Technology Risk: the rise of the software performance architect


There are many examples in the news today about companies with complex systems that did not perform or scale as expected. Southwest airlines launched a campaign to reward it customers for crossing the 3 millionth friend on Facebook. The reward lured those customers to the web site for discounted airfare. It also caused the web site to slow down for people purchasing tickets, the status of the purchase was unclear for the customer, did they buy the ticket or not. This issue spilled over in the billing systems which billed the credits cards repeatedly for the same seat, in some cases 6-15 times or more. This caused the customers to make phone calls to the call center, the call center became overwhelmed, people waited a long time to speak with a representative.

The software performance architect has emerged to deal with the very complex and interrelated applications and systems being designed for today’s large and small companies. The performance architect will help mitigate your technology risk for the business. He or she will plan and manage across the Enterprise performance and scalability processes, tasks and activities.

The performance architect can help negotiate with the business a range of service level agreements for the key business applications and transactions. They can help establish response times for key online transactions, should it be 1 second, 2, 3 or 5 seconds?

A key role of the performance architect is to be the clearing house of Enterprise performance and scalability information. A weak spot in many large enterprises is the sharing of performance information.  Often times the Application architect is not aware of how the application is performing in the production environment, how the architecture design decisions perform. The capacity planning team must be aware of any expected changes in the workload, and the capacity planning team that monitors production, can provide feedback on how the application or web site is being used.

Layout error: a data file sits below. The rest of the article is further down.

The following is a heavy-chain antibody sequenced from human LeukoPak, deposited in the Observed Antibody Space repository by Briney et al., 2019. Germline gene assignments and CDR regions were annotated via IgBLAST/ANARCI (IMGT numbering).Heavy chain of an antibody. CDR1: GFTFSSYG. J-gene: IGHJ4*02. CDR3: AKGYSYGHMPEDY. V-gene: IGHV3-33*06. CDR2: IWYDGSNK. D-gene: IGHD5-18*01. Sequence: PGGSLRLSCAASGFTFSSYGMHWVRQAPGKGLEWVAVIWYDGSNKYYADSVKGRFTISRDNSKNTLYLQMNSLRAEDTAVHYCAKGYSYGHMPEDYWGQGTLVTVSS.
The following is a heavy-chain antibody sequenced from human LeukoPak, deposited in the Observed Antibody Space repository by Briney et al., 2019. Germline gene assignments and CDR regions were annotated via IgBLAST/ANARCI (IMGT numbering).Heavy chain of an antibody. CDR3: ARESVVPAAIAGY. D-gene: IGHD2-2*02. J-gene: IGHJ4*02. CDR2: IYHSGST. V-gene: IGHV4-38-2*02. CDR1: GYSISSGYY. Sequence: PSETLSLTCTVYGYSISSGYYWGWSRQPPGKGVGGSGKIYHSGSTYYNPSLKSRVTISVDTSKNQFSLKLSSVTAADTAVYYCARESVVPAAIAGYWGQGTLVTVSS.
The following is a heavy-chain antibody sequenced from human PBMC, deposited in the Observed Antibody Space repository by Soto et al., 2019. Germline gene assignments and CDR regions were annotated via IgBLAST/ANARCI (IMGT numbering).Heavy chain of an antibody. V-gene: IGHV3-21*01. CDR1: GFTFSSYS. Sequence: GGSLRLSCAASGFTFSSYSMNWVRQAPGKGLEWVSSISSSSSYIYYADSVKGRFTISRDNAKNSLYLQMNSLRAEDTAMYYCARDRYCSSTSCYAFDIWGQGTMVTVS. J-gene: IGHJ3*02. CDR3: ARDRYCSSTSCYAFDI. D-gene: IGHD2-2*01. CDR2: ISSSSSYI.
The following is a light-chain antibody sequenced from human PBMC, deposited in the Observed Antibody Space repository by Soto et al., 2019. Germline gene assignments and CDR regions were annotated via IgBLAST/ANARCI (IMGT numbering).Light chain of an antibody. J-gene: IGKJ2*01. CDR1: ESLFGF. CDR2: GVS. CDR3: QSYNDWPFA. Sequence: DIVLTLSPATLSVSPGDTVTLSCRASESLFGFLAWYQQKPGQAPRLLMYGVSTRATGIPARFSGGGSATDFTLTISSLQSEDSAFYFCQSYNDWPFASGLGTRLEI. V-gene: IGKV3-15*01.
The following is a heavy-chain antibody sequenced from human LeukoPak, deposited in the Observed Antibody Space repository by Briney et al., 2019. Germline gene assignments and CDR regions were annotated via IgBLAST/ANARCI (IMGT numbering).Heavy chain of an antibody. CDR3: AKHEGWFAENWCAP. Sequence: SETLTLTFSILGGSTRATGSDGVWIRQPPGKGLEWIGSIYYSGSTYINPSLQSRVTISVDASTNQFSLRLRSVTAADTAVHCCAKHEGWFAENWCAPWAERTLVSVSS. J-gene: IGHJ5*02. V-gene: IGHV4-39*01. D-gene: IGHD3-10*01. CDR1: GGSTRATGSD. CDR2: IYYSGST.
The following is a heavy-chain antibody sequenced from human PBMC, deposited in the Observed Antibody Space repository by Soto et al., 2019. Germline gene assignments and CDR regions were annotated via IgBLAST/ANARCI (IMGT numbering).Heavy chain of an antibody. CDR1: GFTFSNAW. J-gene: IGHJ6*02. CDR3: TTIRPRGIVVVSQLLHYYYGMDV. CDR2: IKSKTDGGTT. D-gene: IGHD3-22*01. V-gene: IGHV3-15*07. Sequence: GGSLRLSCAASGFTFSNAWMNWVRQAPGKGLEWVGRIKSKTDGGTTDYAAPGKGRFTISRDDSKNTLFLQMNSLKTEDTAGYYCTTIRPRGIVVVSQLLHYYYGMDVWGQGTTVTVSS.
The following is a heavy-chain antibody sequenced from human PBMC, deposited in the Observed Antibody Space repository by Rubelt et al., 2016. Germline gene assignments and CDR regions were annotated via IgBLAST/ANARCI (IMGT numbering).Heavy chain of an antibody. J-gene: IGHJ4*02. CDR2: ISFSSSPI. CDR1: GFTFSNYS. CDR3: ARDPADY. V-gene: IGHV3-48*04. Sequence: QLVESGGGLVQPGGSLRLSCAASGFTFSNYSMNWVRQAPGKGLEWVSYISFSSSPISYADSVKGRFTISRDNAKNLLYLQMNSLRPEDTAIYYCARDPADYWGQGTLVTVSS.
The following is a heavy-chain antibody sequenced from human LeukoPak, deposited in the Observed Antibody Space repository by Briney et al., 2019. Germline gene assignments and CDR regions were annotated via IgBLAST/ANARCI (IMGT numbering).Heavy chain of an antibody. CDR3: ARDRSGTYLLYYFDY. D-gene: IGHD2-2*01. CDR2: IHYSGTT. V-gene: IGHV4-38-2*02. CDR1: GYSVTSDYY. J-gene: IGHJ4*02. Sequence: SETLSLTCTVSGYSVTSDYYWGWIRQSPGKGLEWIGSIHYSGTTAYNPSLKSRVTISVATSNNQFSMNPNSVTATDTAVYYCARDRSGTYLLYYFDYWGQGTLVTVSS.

The performance architect will define Enterprise wide practices and procedures that the application architects, and the application developers can use to build well performing systems. They can help make sure that nonfunctional requirements are defined and communicated across the software development lifecycle. They can make sure that the developers have implemented unit tests that indicate performance of the components early. They can help in the QA functional testing process by introducing micro-performance tests in the QA process. They can help establish guidelines for using virtual services to help test components when dependent third party or downstream components are not available.

Performance Testing

The performance architect will provide the practices for designing and executing performance tests for sub-systems, business applications, Enterprise applications, and SaaS hosted applications. Many large Enterprises have complex production environments that require many different applications to work together; a front-end portal, Enterprise services bus, multiple back-end databases, and third party applications. Each of these must be independently performance tested.  Often times, the risk to the business is large enough to require a massive end-to-end performance test. In addition to performance testing, these must include failover and failback testing, and antagonistic testing.

Performance tests require detailed analysis and interpretation of results. One of the greatest values the SPA provides is informing the business of the results in business terms.

The SPA will also provide the performance testing framework for the Enterprise to use. They can define the proper tools for generating load, the tools used for test data management and data generation, the monitoring and trending tools, the deep dive diagnostic tools for detailed analysis, the proper results reporting formats. In order to accelerate performance testing, there must also be a virtual service component that allows the ability to stub-out components during a test.

Production monitoring

How is the application performance in production?  Is the workload as expected? The information to these and more questions, must be shared and made widely available. Some organizations place large screen monitors in common areas showing a real-time performance dashboard for the key business transactions.

Application performance management (APM) is a critical component of the Enterprise performance processes.  APM captures real-time transactions response times for every transaction on your web site. The Performance Architect must be the manager of that information and help distribute it to  the business team, the architecture team, the developers and the performance engineering teams.

A key task the Performance architect must do is to define and increase the  value of performance engineering activities to the business. To answer the question of what are we getting for our investment in the processes, people and tools for the performance engineering team.


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